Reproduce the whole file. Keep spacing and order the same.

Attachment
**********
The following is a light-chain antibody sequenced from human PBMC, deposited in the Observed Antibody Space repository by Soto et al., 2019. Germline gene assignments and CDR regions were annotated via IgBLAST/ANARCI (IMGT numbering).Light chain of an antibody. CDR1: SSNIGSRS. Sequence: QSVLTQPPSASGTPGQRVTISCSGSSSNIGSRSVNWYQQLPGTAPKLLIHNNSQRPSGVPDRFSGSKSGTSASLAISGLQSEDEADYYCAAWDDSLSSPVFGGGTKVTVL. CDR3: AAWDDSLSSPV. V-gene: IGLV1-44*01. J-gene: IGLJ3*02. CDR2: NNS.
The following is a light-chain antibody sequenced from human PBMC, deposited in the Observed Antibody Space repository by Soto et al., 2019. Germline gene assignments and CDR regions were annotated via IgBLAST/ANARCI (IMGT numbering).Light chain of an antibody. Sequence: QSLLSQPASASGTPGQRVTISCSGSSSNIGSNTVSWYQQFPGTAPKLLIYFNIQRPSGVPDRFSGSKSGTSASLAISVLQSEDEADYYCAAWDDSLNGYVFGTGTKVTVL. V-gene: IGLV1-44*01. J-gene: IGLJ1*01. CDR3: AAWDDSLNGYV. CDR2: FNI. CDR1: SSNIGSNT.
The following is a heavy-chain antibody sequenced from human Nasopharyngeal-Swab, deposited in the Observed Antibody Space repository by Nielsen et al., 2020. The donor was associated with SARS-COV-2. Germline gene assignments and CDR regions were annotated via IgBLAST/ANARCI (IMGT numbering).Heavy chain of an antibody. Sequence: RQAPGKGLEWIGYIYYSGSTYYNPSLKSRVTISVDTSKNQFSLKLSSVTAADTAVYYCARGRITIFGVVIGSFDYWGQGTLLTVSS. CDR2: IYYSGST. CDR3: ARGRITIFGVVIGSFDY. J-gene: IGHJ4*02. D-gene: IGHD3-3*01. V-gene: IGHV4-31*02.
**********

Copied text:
The following is a light-chain antibody sequenced from human PBMC, deposited in the Observed Antibody Space repository by Soto et al., 2019. Germline gene assignments and CDR regions were annotated via IgBLAST/ANARCI (IMGT numbering).Light chain of an antibody. CDR1: SSNIGSRS. Sequence: QSVLTQPPSASGTPGQRVTISCSGSSSNIGSRSVNWYQQLPGTAPKLLIHNNSQRPSGVPDRFSGSKSGTSASLAISGLQSEDEADYYCAAWDDSLSSPVFGGGTKVTVL. CDR3: AAWDDSLSSPV. V-gene: IGLV1-44*01. J-gene: IGLJ3*02. CDR2: NNS.
The following is a light-chain antibody sequenced from human PBMC, deposited in the Observed Antibody Space repository by Soto et al., 2019. Germline gene assignments and CDR regions were annotated via IgBLAST/ANARCI (IMGT numbering).Light chain of an antibody. Sequence: QSLLSQPASASGTPGQRVTISCSGSSSNIGSNTVSWYQQFPGTAPKLLIYFNIQRPSGVPDRFSGSKSGTSASLAISVLQSEDEADYYCAAWDDSLNGYVFGTGTKVTVL. V-gene: IGLV1-44*01. J-gene: IGLJ1*01. CDR3: AAWDDSLNGYV. CDR2: FNI. CDR1: SSNIGSNT.
The following is a heavy-chain antibody sequenced from human Nasopharyngeal-Swab, deposited in the Observed Antibody Space repository by Nielsen et al., 2020. The donor was associated with SARS-COV-2. Germline gene assignments and CDR regions were annotated via IgBLAST/ANARCI (IMGT numbering).Heavy chain of an antibody. Sequence: RQAPGKGLEWIGYIYYSGSTYYNPSLKSRVTISVDTSKNQFSLKLSSVTAADTAVYYCARGRITIFGVVIGSFDYWGQGTLLTVSS. CDR2: IYYSGST. CDR3: ARGRITIFGVVIGSFDY. J-gene: IGHJ4*02. D-gene: IGHD3-3*01. V-gene: IGHV4-31*02.